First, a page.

A new 800m-deep bore will prevent around 100 Charleville homes and businesses losing access to the town water supply during floods, and will provide capacity for up to 100 new developments on the western side of the river.
Total project cost
* Average number of Full-Time Equivalent (FTE) jobs supported by project construction (based on Queensland Treasury's Guidelines for estimating FTE jobs directly supported by the capital works program).
With a population of 3500 Charleville is the region’s largest service town—with hospital, doctor and dental services, schools, emergency services, Royal Flying Doctor Service base, government departments, Queensland Rail depot and airport, with its daily Qantas flights to Brisbane.
The increase in activity due to developments in the Cooper and Galilee basins has put extra demands on the region’s water supply and pressure, and a new bore, the first on the western side of the river, is the most cost-effective, efficient and safe way of meeting current needs and capacity issues.
A secure water supply will encourage further residential and rural business development, and support the resource and cattle sectors, a new abattoir and a planned new industrial estate.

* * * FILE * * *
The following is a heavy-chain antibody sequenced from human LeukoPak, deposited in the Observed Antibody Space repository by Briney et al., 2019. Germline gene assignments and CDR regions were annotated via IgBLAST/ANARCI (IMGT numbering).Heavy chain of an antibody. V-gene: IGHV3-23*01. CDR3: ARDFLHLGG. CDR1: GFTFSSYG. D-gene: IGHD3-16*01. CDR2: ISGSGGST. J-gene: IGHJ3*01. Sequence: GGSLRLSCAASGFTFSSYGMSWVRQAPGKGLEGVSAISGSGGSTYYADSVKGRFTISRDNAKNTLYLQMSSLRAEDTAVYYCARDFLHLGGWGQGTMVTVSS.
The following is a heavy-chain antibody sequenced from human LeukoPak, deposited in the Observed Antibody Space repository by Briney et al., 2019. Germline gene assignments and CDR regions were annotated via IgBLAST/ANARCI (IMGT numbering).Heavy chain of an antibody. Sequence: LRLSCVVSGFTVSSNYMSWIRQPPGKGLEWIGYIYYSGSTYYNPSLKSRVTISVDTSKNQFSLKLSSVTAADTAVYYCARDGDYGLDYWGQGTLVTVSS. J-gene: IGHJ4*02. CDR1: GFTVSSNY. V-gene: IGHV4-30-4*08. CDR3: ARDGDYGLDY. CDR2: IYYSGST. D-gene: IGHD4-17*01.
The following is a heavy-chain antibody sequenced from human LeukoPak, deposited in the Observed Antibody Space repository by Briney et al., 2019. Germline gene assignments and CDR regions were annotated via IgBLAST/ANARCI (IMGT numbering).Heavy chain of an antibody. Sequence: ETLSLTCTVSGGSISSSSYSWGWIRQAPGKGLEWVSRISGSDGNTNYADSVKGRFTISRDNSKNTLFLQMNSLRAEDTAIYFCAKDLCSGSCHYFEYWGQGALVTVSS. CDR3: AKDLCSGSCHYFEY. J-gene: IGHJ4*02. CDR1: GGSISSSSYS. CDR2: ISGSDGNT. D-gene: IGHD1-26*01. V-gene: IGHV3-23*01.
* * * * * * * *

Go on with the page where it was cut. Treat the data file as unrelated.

Improved liveability, health and amenity through a secure supply of clean and safe water, particularly during floods (Charleville has experienced four major floods in the past 25 years).
Many families with school-aged children (council estimates 35 primary and 15 secondary students), and businesses operating from home, live in the initial 100 residences to benefit from the new bore and better water pressure.
Around 50 properties on the western side of the river were cut off during the late September 2016 rains. The completion of this project will remedy this.
Removing the water pipe that ran across the river will stop debris being snagged and improve water flow.
Bore infrastructure and pump station.
Connections to existing supply network.
Suitable pressure for direct connection for domestic use.